Beit Midrash

  • Torah Portion and Tanach
  • Shlach Lecha
To dedicate this lesson

When Silence Is Not Golden


Rabbi Stewart Weiss

Sivan 17 5776
"And Moshe called Hoshea ben Nun, ‘Yehoshua.’ "

In advance of sending out the M’raglim to scout the Land of Israel, to discern its strengths and weaknesses, Moshe changes the name of his faithful disciple from Hoshea to Yehoshua, adding a "Yud," so that the first 2 letters spell out the name for Hashem. It also now means, "May you be saved" (from the influence of the other spies).

But was Yehoshua’s name not changed much earlier, when he began to apprentice to Moshe? And why did Moshe reach out to Yehoshua, and not to Calev? And why does the phrase, " V'elah Ha-Shemot, and these are the names (of the spies)" both precede and follow the actual names? In fact, that phrase is entirely unnecessary in the text!

Clearly, the Torah is telling us that names are crucial; they are the key to understanding one’s strength and personality. Indeed, the bestowing of a particular name upon someone has the power to imbue him or her with certain qualities and mystically help and protect him.

Calev, as the pasuk points out, descends from Yehuda & inherits his persona. Yehuda is a lion, unafraid to stand up and speak out when necessary, just as Yehuda stood up to Yosef in Egypt & spoke out in defense of Binyamin; just as Yehuda's future descendant David stood up to and spoke out against Galyat. In fact, "Calev" can be read as "Kelev," a dog, who is always ready to "bark."

But Yehoshua is different; he descends from Yosef. His family DNA is strong on holding back, remaining stoically silent in the most difficult of situations. So Rachel is silent when Yakov marries her sister Leah; Yosef waits patiently to reveal his identity to his brothers; Binyamin does not tell his father that his brothers sold Yosef into slavery; Esther does not reveal, until the last, critical moment, that she is Jewish, etc.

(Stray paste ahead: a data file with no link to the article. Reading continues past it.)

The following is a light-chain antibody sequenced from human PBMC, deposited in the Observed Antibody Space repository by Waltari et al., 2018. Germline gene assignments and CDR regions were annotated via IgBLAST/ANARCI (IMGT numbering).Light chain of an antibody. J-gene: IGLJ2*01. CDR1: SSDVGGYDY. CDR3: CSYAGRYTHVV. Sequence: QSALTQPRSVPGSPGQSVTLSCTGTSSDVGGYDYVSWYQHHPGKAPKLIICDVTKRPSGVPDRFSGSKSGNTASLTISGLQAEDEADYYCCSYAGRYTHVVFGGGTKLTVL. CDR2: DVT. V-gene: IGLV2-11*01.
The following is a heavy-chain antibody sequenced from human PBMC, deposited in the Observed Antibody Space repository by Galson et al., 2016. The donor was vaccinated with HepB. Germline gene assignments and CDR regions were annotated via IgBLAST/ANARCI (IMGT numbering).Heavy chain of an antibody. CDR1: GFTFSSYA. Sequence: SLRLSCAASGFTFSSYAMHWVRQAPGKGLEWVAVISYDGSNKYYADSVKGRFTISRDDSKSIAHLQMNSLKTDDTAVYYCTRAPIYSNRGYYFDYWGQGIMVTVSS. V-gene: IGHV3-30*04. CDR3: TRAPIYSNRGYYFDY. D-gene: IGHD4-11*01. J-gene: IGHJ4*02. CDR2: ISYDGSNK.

Moshe knows this, and wants to be sure that Yehoshua will NOT hold back in this situation, that he will speak out forcefully against the other spies and positively motivate the nation. And so, to fortify and embolden him, he gives him a name that incorporates Hashem; it is recorded here and now, when it most comes into play.

In the Amida’s Elokai N’tzor, we first ask G-d to help us hold our tongue, to be silent when verbally attacked by our antagonists. But then we suddenly change our posture; we demand that our foes be thwarted. Why the change? Says Rav Zev Leff: We introduced a new sentence, the desire to embrace Torah and Mitzvot ("Open our hearts to Torah; let our souls pursue Your Mitzvot."). While we can remain silent when we are personally confronted, we can never be passive or meek when it is the Torah or Hashem's Mitzvot that are being challenged. And so Moshe fortified Yehoshua, urging him to counter his natural tendency to hold back, and instead rise to the defense of
G-d, Torah and Israel.

That crucial message not only applies to Yehoshua; it is a mandate to each and every one of us.
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